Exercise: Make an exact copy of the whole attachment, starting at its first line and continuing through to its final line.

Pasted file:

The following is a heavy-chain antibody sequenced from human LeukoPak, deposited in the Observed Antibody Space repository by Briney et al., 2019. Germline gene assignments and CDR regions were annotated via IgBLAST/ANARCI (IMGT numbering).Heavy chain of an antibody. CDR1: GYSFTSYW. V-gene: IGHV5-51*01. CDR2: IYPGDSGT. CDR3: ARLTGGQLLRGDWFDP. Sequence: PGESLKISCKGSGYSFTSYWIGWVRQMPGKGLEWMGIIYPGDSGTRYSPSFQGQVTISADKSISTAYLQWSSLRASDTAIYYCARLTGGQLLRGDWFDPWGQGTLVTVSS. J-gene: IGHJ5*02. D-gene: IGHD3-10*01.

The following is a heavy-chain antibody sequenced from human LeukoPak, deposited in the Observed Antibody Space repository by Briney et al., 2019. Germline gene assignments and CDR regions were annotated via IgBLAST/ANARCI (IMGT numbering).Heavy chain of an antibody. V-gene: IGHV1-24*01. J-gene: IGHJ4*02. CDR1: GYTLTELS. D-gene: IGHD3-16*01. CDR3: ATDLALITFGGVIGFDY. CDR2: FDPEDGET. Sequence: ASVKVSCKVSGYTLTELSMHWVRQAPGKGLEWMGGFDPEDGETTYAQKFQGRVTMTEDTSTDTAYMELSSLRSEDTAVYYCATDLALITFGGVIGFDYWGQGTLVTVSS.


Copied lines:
The following is a heavy-chain antibody sequenced from human LeukoPak, deposited in the Observed Antibody Space repository by Briney et al., 2019. Germline gene assignments and CDR regions were annotated via IgBLAST/ANARCI (IMGT numbering).Heavy chain of an antibody. CDR1: GYSFTSYW. V-gene: IGHV5-51*01. CDR2: IYPGDSGT. CDR3: ARLTGGQLLRGDWFDP. Sequence: PGESLKISCKGSGYSFTSYWIGWVRQMPGKGLEWMGIIYPGDSGTRYSPSFQGQVTISADKSISTAYLQWSSLRASDTAIYYCARLTGGQLLRGDWFDPWGQGTLVTVSS. J-gene: IGHJ5*02. D-gene: IGHD3-10*01.

The following is a heavy-chain antibody sequenced from human LeukoPak, deposited in the Observed Antibody Space repository by Briney et al., 2019. Germline gene assignments and CDR regions were annotated via IgBLAST/ANARCI (IMGT numbering).Heavy chain of an antibody. V-gene: IGHV1-24*01. J-gene: IGHJ4*02. CDR1: GYTLTELS. D-gene: IGHD3-16*01. CDR3: ATDLALITFGGVIGFDY. CDR2: FDPEDGET. Sequence: ASVKVSCKVSGYTLTELSMHWVRQAPGKGLEWMGGFDPEDGETTYAQKFQGRVTMTEDTSTDTAYMELSSLRSEDTAVYYCATDLALITFGGVIGFDYWGQGTLVTVSS.